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MacKenzie in Uruguay?

By: David Wood


Oh what fun it must have been to be Alister MacKenzie in the 1920s! Having gained fame for his revolutionary natural course designs, Dr. MacKenzie had assembled a worldwide resume like no other in his chosen profession. From his home country of England to points beyond – Scotland, Ireland, the new world of America, New Zealand, and Australia, MacKenzie left a trail of golfing gems in his brilliantly creative wake that he designed from scratch, revised, or co-designed. Mackenzie was the Picasso of his trade and on his palate were the finest pieces of golfing turf the world had to offer. What more could a golf course architect want?

In those roaring 20’s of the past century, Lahinch, Royal Melbourne, Pasatiempo, Royal Adelaide, Titirangi, and New South Wales were all glittering examples in the joyous galaxy of his works. Mackenzie’s masterpiece, Cypress Point, golf’s Sistine Chapel on the Monterey Peninsula in California, had just been completed in 1928. Offers for his time and services poured in from all over the globe, and the golfing world at large was his oyster!

In 1930, with the Depression in America gathering strength, MacKenzie was asked to travel to the economic boom land of Argentina to bring golf to The Jockey Club in San Isidro – the chic suburb of fast-paced Buenos Aires. He traveled to Argentina via steamer through the Panama Canal, and designed what were to become the Red and Blue courses of The Jockey Club while he basked in the high-life of Buenos Aires society.

Two hours by ferry across the tremendously wide Rio de al Plata from Buenos Aires, Montevideo had long suffered in the shadow of fashionable Argentina. Not wanting to be out-done, the Club de Golf of Uruguay sent their vice-president, Jose Pedro Urioste, to ask MacKenzie if he would visit their course to see if he might be interested in turning their existing nine into the full complement of 18 holes.

MacKenzie agreed to visit, and immediately was taken with the property. He is said to have felt the Club de Golf of Uruguay sat on one of the finest pieces of golfing land he had ever seen. Coming from a man who had worked on the wild western coast of Ireland as well as the dramatic clash of land and sea of California’s Monterey Peninsula, this was high praise indeed. Uruguay was about to enter the world of first-class golf.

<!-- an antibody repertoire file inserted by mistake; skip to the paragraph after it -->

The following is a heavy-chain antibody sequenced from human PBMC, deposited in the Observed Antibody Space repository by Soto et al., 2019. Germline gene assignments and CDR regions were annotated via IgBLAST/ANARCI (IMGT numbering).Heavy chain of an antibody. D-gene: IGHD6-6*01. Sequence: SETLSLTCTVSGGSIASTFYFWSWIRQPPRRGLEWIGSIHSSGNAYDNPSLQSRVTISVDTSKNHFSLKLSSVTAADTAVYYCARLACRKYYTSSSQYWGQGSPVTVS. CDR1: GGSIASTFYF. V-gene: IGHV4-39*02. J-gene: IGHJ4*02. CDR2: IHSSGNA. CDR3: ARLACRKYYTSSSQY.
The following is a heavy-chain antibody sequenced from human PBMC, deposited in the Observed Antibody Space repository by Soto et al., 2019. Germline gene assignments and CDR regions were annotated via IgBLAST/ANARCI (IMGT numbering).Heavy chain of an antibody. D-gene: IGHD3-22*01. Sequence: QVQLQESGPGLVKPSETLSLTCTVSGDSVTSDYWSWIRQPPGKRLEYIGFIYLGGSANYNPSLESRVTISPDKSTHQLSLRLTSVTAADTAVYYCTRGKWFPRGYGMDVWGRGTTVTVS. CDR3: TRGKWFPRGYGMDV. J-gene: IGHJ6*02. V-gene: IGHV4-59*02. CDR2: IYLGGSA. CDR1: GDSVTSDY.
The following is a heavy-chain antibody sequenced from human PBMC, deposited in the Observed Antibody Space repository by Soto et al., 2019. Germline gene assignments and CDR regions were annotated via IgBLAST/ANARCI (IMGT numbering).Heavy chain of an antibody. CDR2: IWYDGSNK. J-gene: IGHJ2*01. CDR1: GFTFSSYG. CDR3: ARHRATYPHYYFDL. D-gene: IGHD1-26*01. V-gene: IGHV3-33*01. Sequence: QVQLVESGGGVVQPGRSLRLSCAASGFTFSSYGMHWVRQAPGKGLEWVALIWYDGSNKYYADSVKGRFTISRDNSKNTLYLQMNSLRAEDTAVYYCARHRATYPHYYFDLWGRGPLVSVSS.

With downtown Montevideo grandly in view, the Club de Golf of Uruguay sits on a promontory that stands sentinel over a picturesque beach on the long, gradual harbor of the Rio de al Plata. Because the bluff slopes toward the river, it afforded grand water views from numerous points. MacKenzie felt he had the chance to build something special. He was paid $1,000 for the job, a king’s random at the time, and completed the design in 1930. His original plan hangs at a place of honor inside the club’s charmingly low-key clubhouse, and the 18 new holes he created smack of genius.

At 6,653 yards and par of 73, you immediately know you’re on a MacKenzie course with the sloped greens and camouflage bunkering. The Club de Golf of Uruguay is not only aesthetically pleasing to the eye, but punishing to the foolhardy golfer without a plan of attack. Sadly, the club has changed aspects of his original plan. Mackenzie’s primary design featured wildly undulating putting surfaces with as much as six feet of relief on several greens. Having been so taken with the giant sweeping mounds on the putting surfaces at St. Andrews, MacKenzie often looked to put this stamp on his courses.

The course MacKenzie designed featured common Bermuda grass. But when sand-based bentgrass was installed in the 1990s, many of the more severe contours were, in essence, shaved down. I have the feeling MacKenzie wouldn’t have been pleased with this development. His career-long battles with green committees had begun at the first course he had a hand in changing – his original home club of Alwoodley in England. These turf wars were the bane of his existence.

The Club de Golf has many of the “Essential Features” of an ideal golf course that MacKenzie put forth in his first book on golf course design in 1920, “Golf Architecture.” MacKenzie felt that when possible, the different nines should be arranged in two unique loops allowing golfers to tee off on either the first or the 10th hole when the club was busy. This practice has, of course, become commonplace in golf and shows how MacKenzie was ahead of time. Both the par-4 320-yard first – a solid opener, and the difficult, par-4 389-yard 14th are in close proximity to the clubhouse. Like St, Andrews, MacKenzie felt there should be little walking between greens and tees and, with small groves of trees usually separating the two here in Uruguay, MacKenzie succeeded nicely in attaining an important ideal for course design.